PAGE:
Cointelegraph follows the development of a completely new blockchain from the ground up to the main network and beyond in the In the Mind of the Blockchain Developer series written by Andrew Levin from Koinos Group.
Scalability is a popular topic in the blockchain, but few explain what we mean by this term. When we talk about expanding the Koinos series, we mean expanding the masses. Build a blockchain that everyone on earth can use. This means that the blockchain network must be able to support this load level, which is usually what is meant when talking about scalability.
User experience is important
But what they are talking about much less is the obvious result that you should have a user experience that everyone on earth can enjoy. A terrible user experience is infinitely scalable because there is no need for a bad user experience and the underlying network resources needed to deliver it.
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This is evidenced by the fact that when most projects talk about scaling, they are talking about technical applications such as hashing, proof of history or layer 2, which are the solutions that Ethereum uses to solve scaling problems.
These projects respond to the limitations of Ethereum scaling by trying to integrate these scaling solutions faster, but fail to realize that these solutions only make sense in the context of Ethereum, not only the first global blockchain, but also the most adopted among developers. Hello.
When Ethereum was released, it first gave developers the ability to develop apps on a common blockchain platform using a programming language very similar to what they already used to build apps; Turing complete programming language. Compared to the experience of developing applications on other blockchains, building on Ethereum was a quantum leap that made it faster, easier and cheaper to build decentralized applications. Thanks to the unique user experience, the use of Ethereum has grown at a high speed. The demand for Ethereum resources exceeded the supply, which led to an increase in gas demand and a corresponding increase in prices, which made all Ether (ETH) holders very happy.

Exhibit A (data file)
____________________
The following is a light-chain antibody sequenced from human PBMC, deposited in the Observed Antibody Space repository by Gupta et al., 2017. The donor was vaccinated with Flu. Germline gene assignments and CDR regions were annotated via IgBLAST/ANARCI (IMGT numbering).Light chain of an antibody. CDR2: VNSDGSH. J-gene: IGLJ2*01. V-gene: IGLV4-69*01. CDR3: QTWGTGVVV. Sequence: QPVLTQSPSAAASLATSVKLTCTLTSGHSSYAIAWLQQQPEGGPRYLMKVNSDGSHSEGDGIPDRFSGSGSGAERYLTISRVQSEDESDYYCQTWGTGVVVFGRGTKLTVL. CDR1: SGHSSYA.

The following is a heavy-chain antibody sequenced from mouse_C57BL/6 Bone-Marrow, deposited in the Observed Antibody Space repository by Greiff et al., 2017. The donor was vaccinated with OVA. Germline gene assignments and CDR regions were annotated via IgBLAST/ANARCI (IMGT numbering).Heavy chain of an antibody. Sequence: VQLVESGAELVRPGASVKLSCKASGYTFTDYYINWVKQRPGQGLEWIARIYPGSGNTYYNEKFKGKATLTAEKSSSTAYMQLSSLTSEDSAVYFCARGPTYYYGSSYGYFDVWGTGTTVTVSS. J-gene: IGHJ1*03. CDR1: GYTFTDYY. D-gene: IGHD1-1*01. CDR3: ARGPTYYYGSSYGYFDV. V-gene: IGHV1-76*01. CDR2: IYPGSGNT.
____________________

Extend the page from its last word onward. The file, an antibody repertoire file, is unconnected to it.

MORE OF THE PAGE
Ethereum developers and stakeholders are reluctant to cancel or even necessarily reduce fees. This will be similar to the oil producers’ desire to lower the oil price. If there is an increased demand for their network resources, they are not interested in creating a better user experience, they are interested in increasing the offer (expansion) while maintaining the existing user experience.
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But this is Ethereum! 900 lb gorilla blockchain for general use with first mover advantage, incredible developer adoption and incredible capital investment. It is a successful platform and the expansion plans are perfect for Ethereum. But it does not make sense for platforms that developers do not use or support.
This is why we see many projects that make such a time consuming and risky effort as bridging Ethereum in an attempt to suck users out of Ethereum to generate the growth needed to justify their expansion decisions!
Inference by analogy
But this is classical thinking in analogy, as opposed to thinking from first principles; Make decisions based on what others do, instead of focusing on the problem you want to solve and the most effective way to develop a solution based on basic facts. To think that the way new blockchain values are hashed because hash is Ethereum’s way of scaling is a good example of an analogous conclusion.
At Koinos Group, we tackle this problem from the bottom up. Scaling up to the masses is not about incorporating some magical technique that drives everyone and their mothers overnight. No technology platform ever goes from zero users to mass adoption overnight. Every platform or product that has become mainstream has only achieved this through exponential growth. I will repeat it. Each product or platform achieves mainstream adoption through exponential growth.
This means that it does not matter how many users or how many transactions your platform or suite of apps can process in day one. It actually does not matter.
Most importantly, your product should have a unique value proposition that will attract a small number of early users, even if the costs are relatively high.